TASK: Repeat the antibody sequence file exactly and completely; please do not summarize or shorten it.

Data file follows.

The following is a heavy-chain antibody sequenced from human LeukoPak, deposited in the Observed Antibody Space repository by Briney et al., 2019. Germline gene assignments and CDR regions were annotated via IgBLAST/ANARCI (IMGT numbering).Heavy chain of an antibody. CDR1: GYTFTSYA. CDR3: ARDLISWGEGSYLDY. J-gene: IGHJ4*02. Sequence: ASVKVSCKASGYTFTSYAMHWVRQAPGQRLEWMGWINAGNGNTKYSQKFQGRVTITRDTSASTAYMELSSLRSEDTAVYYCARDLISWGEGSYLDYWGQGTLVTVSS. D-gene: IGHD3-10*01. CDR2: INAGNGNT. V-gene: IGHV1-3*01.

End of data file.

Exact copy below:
The following is a heavy-chain antibody sequenced from human LeukoPak, deposited in the Observed Antibody Space repository by Briney et al., 2019. Germline gene assignments and CDR regions were annotated via IgBLAST/ANARCI (IMGT numbering).Heavy chain of an antibody. CDR1: GYTFTSYA. CDR3: ARDLISWGEGSYLDY. J-gene: IGHJ4*02. Sequence: ASVKVSCKASGYTFTSYAMHWVRQAPGQRLEWMGWINAGNGNTKYSQKFQGRVTITRDTSASTAYMELSSLRSEDTAVYYCARDLISWGEGSYLDYWGQGTLVTVSS. D-gene: IGHD3-10*01. CDR2: INAGNGNT. V-gene: IGHV1-3*01.